While the initial autodefrag rewrite is a second-cycle write after a 
fragmented write, spending a write cycle for the autodefrag, consistent 
use of autodefrag should help keep file fragmentation and thus ultimately 
space fragmentation to a minimum, so initial writes, where there's enough 
data to write an initially large extent, won't be forced to be broken 
into smaller extents because there's simply no large free-space extents 
left due to space fragmentation.

IOW, autodefrag used consistently should reduce space fragmentation as 
well as file fragmentation, and this reduced space fragmentation will 
lead to the possibility of writing larger extents initially, where the 
amount of data to be written allows it, thereby reducing initial file 
write fragmentation and the need for autodefrag as a result.

This one dawned on me somewhat later, after I understood a bit more about 
SSDs and write amplification due to physical write and erase block 
sizing. I was in the process of explaining (in the context of spinning 
rust) how autodefrag used consistently should help manage space 
fragmentation as well, when I suddenly realized the implications that had 
on SSDs as well, due to their larger physical write and erase block sizes.

3) Btrfs metadata management overhead.  While btrfs tracks things like 
checksums at fixed sizes, other metadata is per extent.  Obviously, the 
more extents a file has, the harder btrfs has to work to track them all.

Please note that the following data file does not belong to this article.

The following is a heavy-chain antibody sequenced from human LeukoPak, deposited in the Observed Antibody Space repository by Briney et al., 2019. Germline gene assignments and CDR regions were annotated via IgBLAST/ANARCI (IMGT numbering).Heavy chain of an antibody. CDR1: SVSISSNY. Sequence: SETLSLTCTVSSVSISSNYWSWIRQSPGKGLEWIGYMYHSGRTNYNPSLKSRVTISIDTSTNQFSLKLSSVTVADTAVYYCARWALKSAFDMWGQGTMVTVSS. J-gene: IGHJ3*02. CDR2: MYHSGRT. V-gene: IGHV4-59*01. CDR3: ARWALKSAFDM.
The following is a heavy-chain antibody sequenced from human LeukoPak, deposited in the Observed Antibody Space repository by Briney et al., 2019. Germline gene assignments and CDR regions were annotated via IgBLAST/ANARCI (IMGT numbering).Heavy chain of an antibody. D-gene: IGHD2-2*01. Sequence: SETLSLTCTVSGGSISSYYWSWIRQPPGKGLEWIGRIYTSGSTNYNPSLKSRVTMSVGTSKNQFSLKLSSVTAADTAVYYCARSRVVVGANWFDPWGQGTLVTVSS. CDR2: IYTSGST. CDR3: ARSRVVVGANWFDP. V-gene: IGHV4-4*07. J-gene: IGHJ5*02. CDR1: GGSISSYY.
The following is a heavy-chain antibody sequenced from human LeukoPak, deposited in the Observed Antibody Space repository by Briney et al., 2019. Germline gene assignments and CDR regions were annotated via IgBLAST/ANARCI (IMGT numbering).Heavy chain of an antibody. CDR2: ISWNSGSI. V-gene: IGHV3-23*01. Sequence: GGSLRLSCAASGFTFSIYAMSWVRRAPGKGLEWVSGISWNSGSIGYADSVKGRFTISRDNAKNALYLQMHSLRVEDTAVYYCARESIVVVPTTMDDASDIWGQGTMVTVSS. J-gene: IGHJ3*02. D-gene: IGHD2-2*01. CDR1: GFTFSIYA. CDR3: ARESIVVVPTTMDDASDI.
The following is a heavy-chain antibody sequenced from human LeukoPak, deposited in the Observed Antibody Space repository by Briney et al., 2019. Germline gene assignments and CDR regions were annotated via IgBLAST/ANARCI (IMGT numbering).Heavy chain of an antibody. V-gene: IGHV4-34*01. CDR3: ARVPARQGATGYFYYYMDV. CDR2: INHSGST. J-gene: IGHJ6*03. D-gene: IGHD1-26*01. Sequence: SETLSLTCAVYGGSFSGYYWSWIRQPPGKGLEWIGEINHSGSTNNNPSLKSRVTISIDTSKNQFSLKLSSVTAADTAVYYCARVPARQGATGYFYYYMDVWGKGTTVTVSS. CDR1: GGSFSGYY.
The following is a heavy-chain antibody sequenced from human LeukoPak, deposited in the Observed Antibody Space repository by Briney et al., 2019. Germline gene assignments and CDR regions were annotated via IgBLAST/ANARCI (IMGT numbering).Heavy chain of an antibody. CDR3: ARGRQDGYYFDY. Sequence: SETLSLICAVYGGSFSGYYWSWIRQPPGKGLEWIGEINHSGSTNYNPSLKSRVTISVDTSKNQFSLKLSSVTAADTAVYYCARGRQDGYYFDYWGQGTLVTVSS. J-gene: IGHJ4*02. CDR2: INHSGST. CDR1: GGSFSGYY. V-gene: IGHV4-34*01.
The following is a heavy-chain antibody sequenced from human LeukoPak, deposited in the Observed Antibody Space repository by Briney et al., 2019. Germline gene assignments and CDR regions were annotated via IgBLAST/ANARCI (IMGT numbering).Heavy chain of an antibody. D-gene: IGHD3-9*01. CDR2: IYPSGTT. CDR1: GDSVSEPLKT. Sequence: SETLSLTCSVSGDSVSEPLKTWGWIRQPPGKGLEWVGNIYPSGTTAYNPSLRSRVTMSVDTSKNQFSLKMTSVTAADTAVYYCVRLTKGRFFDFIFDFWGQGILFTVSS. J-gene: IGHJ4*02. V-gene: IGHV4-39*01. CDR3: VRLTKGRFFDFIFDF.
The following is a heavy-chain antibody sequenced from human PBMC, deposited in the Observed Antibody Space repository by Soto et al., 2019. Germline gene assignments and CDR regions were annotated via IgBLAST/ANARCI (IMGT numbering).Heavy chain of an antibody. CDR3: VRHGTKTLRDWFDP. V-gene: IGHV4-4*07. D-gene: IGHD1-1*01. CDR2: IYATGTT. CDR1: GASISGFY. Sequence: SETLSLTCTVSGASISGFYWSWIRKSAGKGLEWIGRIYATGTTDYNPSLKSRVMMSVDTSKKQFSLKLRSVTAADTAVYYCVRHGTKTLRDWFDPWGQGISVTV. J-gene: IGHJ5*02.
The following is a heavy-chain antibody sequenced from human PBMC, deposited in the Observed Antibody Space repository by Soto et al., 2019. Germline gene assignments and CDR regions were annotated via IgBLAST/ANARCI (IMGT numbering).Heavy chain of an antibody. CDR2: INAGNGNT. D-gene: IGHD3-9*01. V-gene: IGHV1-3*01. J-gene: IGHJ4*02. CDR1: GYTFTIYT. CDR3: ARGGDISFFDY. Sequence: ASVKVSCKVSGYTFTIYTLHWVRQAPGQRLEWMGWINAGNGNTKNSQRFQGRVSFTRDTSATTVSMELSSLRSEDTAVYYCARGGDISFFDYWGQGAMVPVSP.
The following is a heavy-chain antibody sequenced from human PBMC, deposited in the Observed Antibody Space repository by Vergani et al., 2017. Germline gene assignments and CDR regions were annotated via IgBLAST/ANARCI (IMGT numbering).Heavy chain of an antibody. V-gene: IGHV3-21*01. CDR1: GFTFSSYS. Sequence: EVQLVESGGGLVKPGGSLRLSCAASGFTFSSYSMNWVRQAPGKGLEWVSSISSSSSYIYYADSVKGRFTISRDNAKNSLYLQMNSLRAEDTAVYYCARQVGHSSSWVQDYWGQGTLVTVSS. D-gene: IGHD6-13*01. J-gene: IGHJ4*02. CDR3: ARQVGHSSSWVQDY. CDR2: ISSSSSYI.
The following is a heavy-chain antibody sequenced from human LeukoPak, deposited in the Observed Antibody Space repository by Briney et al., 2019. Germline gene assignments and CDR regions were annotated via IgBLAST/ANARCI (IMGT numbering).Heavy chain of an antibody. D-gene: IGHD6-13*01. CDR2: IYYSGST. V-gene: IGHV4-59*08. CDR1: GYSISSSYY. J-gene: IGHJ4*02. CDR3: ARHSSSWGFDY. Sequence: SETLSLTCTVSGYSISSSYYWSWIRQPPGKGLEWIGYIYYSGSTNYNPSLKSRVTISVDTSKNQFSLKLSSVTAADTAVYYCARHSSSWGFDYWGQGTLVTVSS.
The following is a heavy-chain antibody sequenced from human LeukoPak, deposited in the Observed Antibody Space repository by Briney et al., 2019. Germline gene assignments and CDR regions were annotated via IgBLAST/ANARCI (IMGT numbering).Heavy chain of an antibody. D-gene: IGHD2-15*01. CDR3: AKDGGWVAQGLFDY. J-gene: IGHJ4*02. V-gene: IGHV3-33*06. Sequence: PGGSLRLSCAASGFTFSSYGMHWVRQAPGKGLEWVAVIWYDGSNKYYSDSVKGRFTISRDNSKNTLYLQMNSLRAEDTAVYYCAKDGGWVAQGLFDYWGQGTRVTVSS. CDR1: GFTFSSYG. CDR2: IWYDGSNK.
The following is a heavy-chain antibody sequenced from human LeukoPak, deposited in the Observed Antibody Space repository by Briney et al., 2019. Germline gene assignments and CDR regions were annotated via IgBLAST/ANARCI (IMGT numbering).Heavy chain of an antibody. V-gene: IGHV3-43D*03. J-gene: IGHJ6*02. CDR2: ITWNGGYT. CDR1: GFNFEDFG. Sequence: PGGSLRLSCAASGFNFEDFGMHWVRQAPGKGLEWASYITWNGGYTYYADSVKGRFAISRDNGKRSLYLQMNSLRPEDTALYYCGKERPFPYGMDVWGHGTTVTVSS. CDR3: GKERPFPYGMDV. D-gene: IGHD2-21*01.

Maintenance tasks such as balance and check already have scaling issues; 
do we really want to make them worse by forcing them to track thousands 
or tens of thousands of extents per (large) file where they could be 
tracking a dozen or two?

Autodefrag helps keep the work btrfs itself has to do under control, and 
in some contexts, that alone can be worth any write-amplification costs.

On balance, I was persuaded to use autodefrag on my own btrfs' on SSDs, 
and believe the near-term write-cycle damage may in fact be largely 
counteracted by indirect free-space defrag effect and the effect that in 
turn has on the ability to even find large areas of cohesive free space 
to write into in the first place.  With that largely counteracted, the 
other benefits in my mind again outweigh the negatives, so autodefrag 
continues to be worth it in general, even on SSDs.

But I can definitely see how someone could logically take the opposing 
position, and without someone actually doing either some pretty complex 
benchmarks or some longer term a/b testing where autodefrag's longer term 
effect on free space fragmentation can come into play, against just 
letting things fragment as they will on the other side, in enough 
different usage scenarios to be convincing for the general purpose case 
as well, it's unlikely the debate will ever be properly resolved.

I suppose someone will eventually do that sort of testing, but of course 
even if they did it now, with btrfs code still to be optimized and 
various scaling work still to be done, it's anyone's guess if the test 
results would still apply a few years down the road, after that scaling 
and optimization work.

Duncan - List replies preferred.   No HTML msgs.
"Every nonfree program has a lord, a master --
and if you use the program, he is your master."  Richard Stallman